Calcium D-Glucarate is a phyto-chemical which is metabolized out from cruciferous vegetables. That can help to change your estrogen receptor from pro-cancerous to non-cancerous estrogen. It helps change it to that very healthy estrogen that won’t play into the receptor. 

IF you do the surgery, whatever treatment becomes clear, email me – definitely – because we may want to play around with your supplements. We also do pre- and post-surgical protocol FOR stickiness. It’s designed around the theory of the micro-metastases being released or left behind. I know it’s not a metastasizing cancer, but it has to do with the “stickiness” of particles being left behind.

Nutri-Essentials is a multi-vitamin without iron and without copper. The Vitamin A is all food-based, it’s not retinol, it’s not chemical based. And there’s moderate amounts of B-1 and B-2. All of those have a lot to do with how fast the reproduction occurs. Iron – we never supplement unless there’s a proven deficiency because it can be incredibly oxidative if you have too much iron in your blood. And copper participates in cancer cell growth, so we just take that out of supplementation entirely.  

Turbo Greens is a green powder maybe a lot like yours, except it’s mostly cruciferous vegetables, so for the case of an estrogen sensitive cell or tumor, a heavy cruciferous vegetable powder is a great idea, because is kind of the anti-estrogen veggies. They’re the ones that have because they regulate what type of estrogens are going to come to the cell. They’re the ones that have endocarbonal, which turns into DIM, which regulates which type of estrogen receptors are going to come to the site. 

My last question was about soy which has made news as a source of cancer because of it's high estrogen content. Here's what she had to say:

When we eat mammalian estrogen, like beef, pork, chicken - and we do get mammalian estrogen from our foods. Milk definitely, because it’s packed with growth hormones to make the baby calf a big cow. That has an effect on our own estrogen. Then if we eat a phyto-estrogen, that has maybe 1/25th of the effect of our own estrogen. So then we eat the phyto-estrogen and have our own estrogen that we’ve made, going around in our body.

There’s one estrogen receptor for that cancer cell. Which one do you want to land there – YOUR estrogen, or a phyto-estrogen? YOUR estrogen’s going to have a great impact on its growth. Phyto-estrogen’s going to have 1/25th impact on the growth cell. So the cell is going to grow significantly slower. So it’s actually blocking YOUR estrogen from feeding the cancer, which is more powerful....but if you’re eating severely processed soy like soy oil, in that case… You don’t want such severely refined foods, but tempe, miso, tofu are absolutely fine.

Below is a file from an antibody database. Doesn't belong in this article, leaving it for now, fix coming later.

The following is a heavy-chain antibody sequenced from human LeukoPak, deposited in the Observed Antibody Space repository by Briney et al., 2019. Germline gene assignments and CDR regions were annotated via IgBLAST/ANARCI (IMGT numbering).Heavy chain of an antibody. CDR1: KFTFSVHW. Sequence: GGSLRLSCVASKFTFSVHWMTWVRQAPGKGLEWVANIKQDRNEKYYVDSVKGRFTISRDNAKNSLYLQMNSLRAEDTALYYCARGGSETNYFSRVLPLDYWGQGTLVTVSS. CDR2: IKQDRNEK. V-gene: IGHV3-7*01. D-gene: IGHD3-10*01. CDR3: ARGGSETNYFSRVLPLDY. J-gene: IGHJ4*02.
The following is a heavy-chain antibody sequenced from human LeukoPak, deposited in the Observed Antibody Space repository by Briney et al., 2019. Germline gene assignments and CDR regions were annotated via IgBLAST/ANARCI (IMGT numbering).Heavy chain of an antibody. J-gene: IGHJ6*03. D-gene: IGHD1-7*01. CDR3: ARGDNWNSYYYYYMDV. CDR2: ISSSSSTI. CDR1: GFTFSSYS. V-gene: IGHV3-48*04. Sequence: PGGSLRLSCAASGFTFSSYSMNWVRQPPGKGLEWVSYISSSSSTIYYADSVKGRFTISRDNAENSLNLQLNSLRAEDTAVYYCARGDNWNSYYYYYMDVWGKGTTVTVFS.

Next up was Dr. Block. He started right off saying that MD Anderson and Dr. Pollock was the place for me to be to really address the specifics of this tumor. He has only seen similar tumors but has no direct experience with my rather unique cancer. That said, he did discuss ways in which his center can help "support" me if I do undergo other therapies. We discussed sleep, nutrition, stress management, relaxation training, breath, meditation and exercise. Some things of note: 

...what we do and how we care for ourselves and NOT care for ourselves influences and impact us in ways that stimulate growth. And so there are things that we can do that can kind of quiet growth, we believe, that can be very substantial in, at the very minimum, slow the process down in ways that can have enormous therapeutic benefit. 

For your family, the dietary suggestions make sense for everybody. We know that a diet of red meats and poultry dairy products are going to increase inflammatory cascades, oxidative cascades, angiogenesis, microscopic cancers as they start to grow, tumors. In addition to that, we know that the pro-inflammatory drive from these things have health consequences, regardless  - arthritis development, cardiac risks, cancer risks. So it’s really a good idea to kind of shift your diet toward a more vegetarian diet. And fish is fine. Egg whites are fine. Whey protein is fine, if you want to do shakes with that.
 
The soup that these cells reside in and depend on to grow is modifiable by how you take care of yourself. By natural products, by food, etc. Some of that chemistry is caused by you, how you care for yourself and your body, your unique genetics. And some of that chemistry is caused by the cells’ discrete chemistry. But in your case, I think it’s your own environment that’s responsible for what’s going on. So right now, this is pro-inflammatory. So you’re creating a sort of pro-inflammatory chemistry that supports the cells. So the more we can get a fingerprint on your chemistries – and that’s what we do with this fancy lab-testing – and your nutritional labs and your oxidative markers, your glycemic levels, we can tailor a regimen specifically to you. Which makes it much easier – we can literally say “you’re high here, we’ll give you this, and do that” and check back to see if we’ve corrected the disruptions in that soup. And the less disruptive that soup is, the better you’re going to do.